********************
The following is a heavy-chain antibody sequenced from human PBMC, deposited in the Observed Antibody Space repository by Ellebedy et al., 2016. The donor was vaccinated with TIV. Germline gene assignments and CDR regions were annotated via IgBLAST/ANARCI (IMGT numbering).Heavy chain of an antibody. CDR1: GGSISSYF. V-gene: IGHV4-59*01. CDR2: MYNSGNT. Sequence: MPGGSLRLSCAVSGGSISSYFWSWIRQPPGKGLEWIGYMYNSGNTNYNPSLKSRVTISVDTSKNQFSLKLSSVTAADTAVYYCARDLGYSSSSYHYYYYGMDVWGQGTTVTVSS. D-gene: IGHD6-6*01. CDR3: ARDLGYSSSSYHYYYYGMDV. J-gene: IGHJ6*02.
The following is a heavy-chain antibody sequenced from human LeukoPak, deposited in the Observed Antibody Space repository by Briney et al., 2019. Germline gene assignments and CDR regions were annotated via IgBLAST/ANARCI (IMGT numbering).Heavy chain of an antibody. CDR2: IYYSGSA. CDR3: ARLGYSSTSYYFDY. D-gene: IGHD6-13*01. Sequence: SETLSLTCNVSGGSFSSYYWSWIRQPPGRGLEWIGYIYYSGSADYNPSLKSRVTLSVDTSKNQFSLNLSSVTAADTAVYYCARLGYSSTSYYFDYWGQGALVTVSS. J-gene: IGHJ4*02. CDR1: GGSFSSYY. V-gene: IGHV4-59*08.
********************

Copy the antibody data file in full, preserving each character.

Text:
The following is a heavy-chain antibody sequenced from human PBMC, deposited in the Observed Antibody Space repository by Ellebedy et al., 2016. The donor was vaccinated with TIV. Germline gene assignments and CDR regions were annotated via IgBLAST/ANARCI (IMGT numbering).Heavy chain of an antibody. CDR1: GGSISSYF. V-gene: IGHV4-59*01. CDR2: MYNSGNT. Sequence: MPGGSLRLSCAVSGGSISSYFWSWIRQPPGKGLEWIGYMYNSGNTNYNPSLKSRVTISVDTSKNQFSLKLSSVTAADTAVYYCARDLGYSSSSYHYYYYGMDVWGQGTTVTVSS. D-gene: IGHD6-6*01. CDR3: ARDLGYSSSSYHYYYYGMDV. J-gene: IGHJ6*02.
The following is a heavy-chain antibody sequenced from human LeukoPak, deposited in the Observed Antibody Space repository by Briney et al., 2019. Germline gene assignments and CDR regions were annotated via IgBLAST/ANARCI (IMGT numbering).Heavy chain of an antibody. CDR2: IYYSGSA. CDR3: ARLGYSSTSYYFDY. D-gene: IGHD6-13*01. Sequence: SETLSLTCNVSGGSFSSYYWSWIRQPPGRGLEWIGYIYYSGSADYNPSLKSRVTLSVDTSKNQFSLNLSSVTAADTAVYYCARLGYSSTSYYFDYWGQGALVTVSS. J-gene: IGHJ4*02. CDR1: GGSFSSYY. V-gene: IGHV4-59*08.